Photo credit: Christian Peterson/Getty Images
On Sunday, after shockingly falling behind to the New York Jets 21-3 in the first half, the Green Bay Packers mounted a furious comeback to win the game 31-24.
Comebacks are total team efforts because the defense has to limit the opponent’s score from increasing while the offense attempts to chip away at the lead.
It’s also extremely important during a comeback to steal the momentum during key moments, otherwise there’s the risk of the game getting out of hand. Against the Jets, things almost got completely away from the Packers with 3:12 remaining in the first half.
After the Packers kicked a field goal to cut the lead to 21-9 with 3:12 remaining in the second quarter, they attempted an onside kick, which wasn’t successful. That gave the Jets the ball at their own 48 yard line. The Jets were in great shape to add at least 3 more points, and maybe 7, in a two-minute drill before the half ended. If they did, the game would probably have been out of hand and the lead would be too demoralizing.
But, the Packers were able to swing the momentum and mount a comeback. I’ll break down two key plays that made that possible.
Play One: A Good Pass Rush is a Defensive Back’s Best Friend
A good pass rush helps out defensive backs and makes them look great. Just remember back to Super Bowl XLV and Howard Green and the Nick Collins pick-6.
Right at the two-minute warning, Tramon Williams was able to intercept an errant Geno Smith pass. This accomplished two very important things. First, it prevented the Jets from scoring more points, which were in field goal range. Second, it gave the ball back to Aaron Rodgers and the Packers’ offense with almost two minutes remaining in the half. That’s just enough time to drive for points.
So, what happened during the play that led to the interception?
The Packers weren’t in any exotic defense. They were in their base 3-4 to counter the Jets’ 13 personnel package. They had a single-high safety while sending five pass rushers. Because they were sending five rushers, they had to have man-to-man coverage across the board.
The key to the play was Mike Daniels getting home to hit the quarterback. Once he hit Smith, he lofted a duck, which fell safely into the waiting hands of Tramon Williams. Truthfully, the man-to-man coverage wasn’t all that great, so it’s extremely fortunate that Daniels disrupted the throw because receivers were open everywhere. A laser to the outside shoulder would have setup first and goal. See the GIF below for the the play break down.
Play Two: Third Down Conversion to the Middle of the Field
After Williams intercepted the ball, the Packers had 1:52 and three timeouts to at least get into field goal position. They did one better and went 97 yards for a touchdown to cut the lead to 21-16.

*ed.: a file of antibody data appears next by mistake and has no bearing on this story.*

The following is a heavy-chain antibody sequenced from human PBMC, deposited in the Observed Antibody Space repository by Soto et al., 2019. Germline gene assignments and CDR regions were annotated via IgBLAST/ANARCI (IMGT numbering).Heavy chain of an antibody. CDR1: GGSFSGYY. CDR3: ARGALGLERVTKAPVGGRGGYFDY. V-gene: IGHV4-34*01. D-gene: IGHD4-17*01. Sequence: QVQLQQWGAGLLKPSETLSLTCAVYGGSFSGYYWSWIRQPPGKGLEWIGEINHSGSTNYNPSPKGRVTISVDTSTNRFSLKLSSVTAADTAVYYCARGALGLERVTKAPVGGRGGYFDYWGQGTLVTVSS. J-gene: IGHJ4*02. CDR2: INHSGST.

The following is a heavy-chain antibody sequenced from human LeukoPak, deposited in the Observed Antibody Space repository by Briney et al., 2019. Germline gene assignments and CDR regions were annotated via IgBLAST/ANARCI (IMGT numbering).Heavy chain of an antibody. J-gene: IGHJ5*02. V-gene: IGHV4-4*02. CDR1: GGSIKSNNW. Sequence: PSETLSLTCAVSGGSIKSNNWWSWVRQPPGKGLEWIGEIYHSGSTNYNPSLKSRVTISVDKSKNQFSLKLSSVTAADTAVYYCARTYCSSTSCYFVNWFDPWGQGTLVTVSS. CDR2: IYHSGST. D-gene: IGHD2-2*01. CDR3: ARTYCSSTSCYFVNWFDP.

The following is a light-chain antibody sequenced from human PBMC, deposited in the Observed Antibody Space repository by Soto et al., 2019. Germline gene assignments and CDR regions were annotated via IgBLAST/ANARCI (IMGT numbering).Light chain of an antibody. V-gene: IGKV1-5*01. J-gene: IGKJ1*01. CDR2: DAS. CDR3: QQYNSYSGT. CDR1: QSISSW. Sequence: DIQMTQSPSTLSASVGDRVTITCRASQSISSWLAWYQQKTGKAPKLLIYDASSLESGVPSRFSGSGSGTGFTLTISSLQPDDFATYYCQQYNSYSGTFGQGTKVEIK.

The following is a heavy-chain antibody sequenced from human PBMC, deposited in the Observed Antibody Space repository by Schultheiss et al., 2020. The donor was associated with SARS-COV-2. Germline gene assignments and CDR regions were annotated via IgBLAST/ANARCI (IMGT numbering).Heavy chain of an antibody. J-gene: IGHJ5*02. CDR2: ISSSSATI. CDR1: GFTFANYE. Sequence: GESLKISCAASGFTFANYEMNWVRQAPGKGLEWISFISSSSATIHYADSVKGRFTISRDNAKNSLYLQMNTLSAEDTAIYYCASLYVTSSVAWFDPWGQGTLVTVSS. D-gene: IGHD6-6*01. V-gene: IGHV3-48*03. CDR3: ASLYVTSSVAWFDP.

There were many important plays during that drive, but one really sticks out to me. It was a 3rd and 10 conversion from Aaron Rodgers to Davante Adams with 0:23 remaining.
What was remarkable about this play? Several things.
First, the Packers caught the Jets in an exotic blitz package. They sent five pass rushers, and one of them was the slot cornerback on a blitz. To allow the slot cornerback to blitz, the Jets needed to drop a defensive end into coverage. He was responsible for the running back in the middle of the field. Also, the free safety needed to rotate down to cover the slot receiver who was left by the slot cornerback.
The Jets played man-to-man across the board with a single-high safety. During the two-minute drill, the defense makes covering the sideline a premium, because out of bounds is a free timeout, and will happily give up short routes in the middle of the field. That’s why they were okay with the defensive end dropping in pass coverage and letting the slot receiver squat in front of the free safety.
The Packers used a high-low concept, but they didn’t attack the sidelines that the Jets were guarding. They let rookie Davante Adams find space between the cornerback and the strong safety in the middle of the field. It was a deep enough route to gain a first down and move the chains, and it was a nice run after the catch to move the ball closer to the end zone. It also shows the developing chemistry between Adams and Rodgers, and the two-minute drill is the place where those relationships and created and tested.
Going back to my original point in play one above, a good pass rush is a defensive back’s best friend. In the play below, the Packers did an okay, but not good, job in pass protection. Derek Sherrod did a nice job. My biggest complaint is DuJuan Harris got destroyed in pass protection, but Rodgers was still able to get rid of the ball in rhythm. It was a quick-hit concept, so the pass rush didn’t fully get home to disrupt the throw. See the GIF below for the break down.
Two plays later, the Packers were in the end zone. The comeback was well in force.
Don’t underestimate this momentum swing. If the Packers weren’t able to turn the ball over and score before the end of the first half, they probably don’t win this game. And, this comeback has the potential to define the season. If they would have folded, the season may have been rocky for quite some time. But, since they won, they have something positive to build upon moving forward.
Every season has a few key moments, and someday when we look back at 2014, this turn of events may be one such moment.
I believe the GIFs embedded above to be fair use under the premise of being short clips of the original broadcast that are transformative for news reporting, commentary, critique, illustration, and teaching purposes.——————